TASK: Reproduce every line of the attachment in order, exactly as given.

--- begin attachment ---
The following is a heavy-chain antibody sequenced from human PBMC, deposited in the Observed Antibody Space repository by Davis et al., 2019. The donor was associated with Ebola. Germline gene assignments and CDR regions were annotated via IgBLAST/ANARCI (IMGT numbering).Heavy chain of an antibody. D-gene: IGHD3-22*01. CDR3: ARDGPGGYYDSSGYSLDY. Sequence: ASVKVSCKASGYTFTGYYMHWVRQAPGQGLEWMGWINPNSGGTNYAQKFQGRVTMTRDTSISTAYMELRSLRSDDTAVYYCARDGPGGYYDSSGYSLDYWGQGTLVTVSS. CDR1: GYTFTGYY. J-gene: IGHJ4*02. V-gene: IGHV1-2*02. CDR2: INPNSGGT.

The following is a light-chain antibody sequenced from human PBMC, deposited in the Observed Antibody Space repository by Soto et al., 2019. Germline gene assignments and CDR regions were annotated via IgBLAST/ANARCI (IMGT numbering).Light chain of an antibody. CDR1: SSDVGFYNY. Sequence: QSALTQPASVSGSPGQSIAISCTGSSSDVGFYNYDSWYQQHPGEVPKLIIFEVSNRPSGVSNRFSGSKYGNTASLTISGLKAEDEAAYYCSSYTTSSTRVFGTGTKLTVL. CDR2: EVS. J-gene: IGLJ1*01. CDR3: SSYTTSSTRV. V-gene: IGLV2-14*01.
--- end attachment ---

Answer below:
The following is a heavy-chain antibody sequenced from human PBMC, deposited in the Observed Antibody Space repository by Davis et al., 2019. The donor was associated with Ebola. Germline gene assignments and CDR regions were annotated via IgBLAST/ANARCI (IMGT numbering).Heavy chain of an antibody. D-gene: IGHD3-22*01. CDR3: ARDGPGGYYDSSGYSLDY. Sequence: ASVKVSCKASGYTFTGYYMHWVRQAPGQGLEWMGWINPNSGGTNYAQKFQGRVTMTRDTSISTAYMELRSLRSDDTAVYYCARDGPGGYYDSSGYSLDYWGQGTLVTVSS. CDR1: GYTFTGYY. J-gene: IGHJ4*02. V-gene: IGHV1-2*02. CDR2: INPNSGGT.

The following is a light-chain antibody sequenced from human PBMC, deposited in the Observed Antibody Space repository by Soto et al., 2019. Germline gene assignments and CDR regions were annotated via IgBLAST/ANARCI (IMGT numbering).Light chain of an antibody. CDR1: SSDVGFYNY. Sequence: QSALTQPASVSGSPGQSIAISCTGSSSDVGFYNYDSWYQQHPGEVPKLIIFEVSNRPSGVSNRFSGSKYGNTASLTISGLKAEDEAAYYCSSYTTSSTRVFGTGTKLTVL. CDR2: EVS. J-gene: IGLJ1*01. CDR3: SSYTTSSTRV. V-gene: IGLV2-14*01.